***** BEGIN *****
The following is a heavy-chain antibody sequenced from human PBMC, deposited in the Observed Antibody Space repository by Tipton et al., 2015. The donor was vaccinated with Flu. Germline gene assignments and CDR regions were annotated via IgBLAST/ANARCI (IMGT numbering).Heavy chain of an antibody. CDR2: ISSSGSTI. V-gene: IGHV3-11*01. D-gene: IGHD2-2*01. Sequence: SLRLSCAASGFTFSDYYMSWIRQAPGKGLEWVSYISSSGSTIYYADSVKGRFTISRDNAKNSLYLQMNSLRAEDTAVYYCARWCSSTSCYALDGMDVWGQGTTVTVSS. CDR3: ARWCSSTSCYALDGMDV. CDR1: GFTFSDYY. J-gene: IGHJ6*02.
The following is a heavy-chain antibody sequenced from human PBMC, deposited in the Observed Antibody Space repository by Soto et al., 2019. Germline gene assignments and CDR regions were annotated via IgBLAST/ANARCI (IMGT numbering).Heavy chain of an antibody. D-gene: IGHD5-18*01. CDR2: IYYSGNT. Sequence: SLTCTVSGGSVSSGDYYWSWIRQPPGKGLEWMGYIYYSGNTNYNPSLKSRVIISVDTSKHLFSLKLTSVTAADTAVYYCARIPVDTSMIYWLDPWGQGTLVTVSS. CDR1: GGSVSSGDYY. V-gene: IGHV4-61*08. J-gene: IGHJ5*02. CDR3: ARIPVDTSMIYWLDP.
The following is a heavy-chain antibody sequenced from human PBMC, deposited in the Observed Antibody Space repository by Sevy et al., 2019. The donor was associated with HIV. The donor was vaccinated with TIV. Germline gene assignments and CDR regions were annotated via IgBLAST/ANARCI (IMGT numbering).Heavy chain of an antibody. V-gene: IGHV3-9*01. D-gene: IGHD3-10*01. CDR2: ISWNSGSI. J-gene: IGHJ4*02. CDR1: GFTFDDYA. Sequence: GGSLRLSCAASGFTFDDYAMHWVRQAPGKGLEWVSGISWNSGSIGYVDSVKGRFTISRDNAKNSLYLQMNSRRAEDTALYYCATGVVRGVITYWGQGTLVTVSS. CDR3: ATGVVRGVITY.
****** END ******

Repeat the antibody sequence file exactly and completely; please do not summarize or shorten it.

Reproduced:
The following is a heavy-chain antibody sequenced from human PBMC, deposited in the Observed Antibody Space repository by Tipton et al., 2015. The donor was vaccinated with Flu. Germline gene assignments and CDR regions were annotated via IgBLAST/ANARCI (IMGT numbering).Heavy chain of an antibody. CDR2: ISSSGSTI. V-gene: IGHV3-11*01. D-gene: IGHD2-2*01. Sequence: SLRLSCAASGFTFSDYYMSWIRQAPGKGLEWVSYISSSGSTIYYADSVKGRFTISRDNAKNSLYLQMNSLRAEDTAVYYCARWCSSTSCYALDGMDVWGQGTTVTVSS. CDR3: ARWCSSTSCYALDGMDV. CDR1: GFTFSDYY. J-gene: IGHJ6*02.
The following is a heavy-chain antibody sequenced from human PBMC, deposited in the Observed Antibody Space repository by Soto et al., 2019. Germline gene assignments and CDR regions were annotated via IgBLAST/ANARCI (IMGT numbering).Heavy chain of an antibody. D-gene: IGHD5-18*01. CDR2: IYYSGNT. Sequence: SLTCTVSGGSVSSGDYYWSWIRQPPGKGLEWMGYIYYSGNTNYNPSLKSRVIISVDTSKHLFSLKLTSVTAADTAVYYCARIPVDTSMIYWLDPWGQGTLVTVSS. CDR1: GGSVSSGDYY. V-gene: IGHV4-61*08. J-gene: IGHJ5*02. CDR3: ARIPVDTSMIYWLDP.
The following is a heavy-chain antibody sequenced from human PBMC, deposited in the Observed Antibody Space repository by Sevy et al., 2019. The donor was associated with HIV. The donor was vaccinated with TIV. Germline gene assignments and CDR regions were annotated via IgBLAST/ANARCI (IMGT numbering).Heavy chain of an antibody. V-gene: IGHV3-9*01. D-gene: IGHD3-10*01. CDR2: ISWNSGSI. J-gene: IGHJ4*02. CDR1: GFTFDDYA. Sequence: GGSLRLSCAASGFTFDDYAMHWVRQAPGKGLEWVSGISWNSGSIGYVDSVKGRFTISRDNAKNSLYLQMNSRRAEDTALYYCATGVVRGVITYWGQGTLVTVSS. CDR3: ATGVVRGVITY.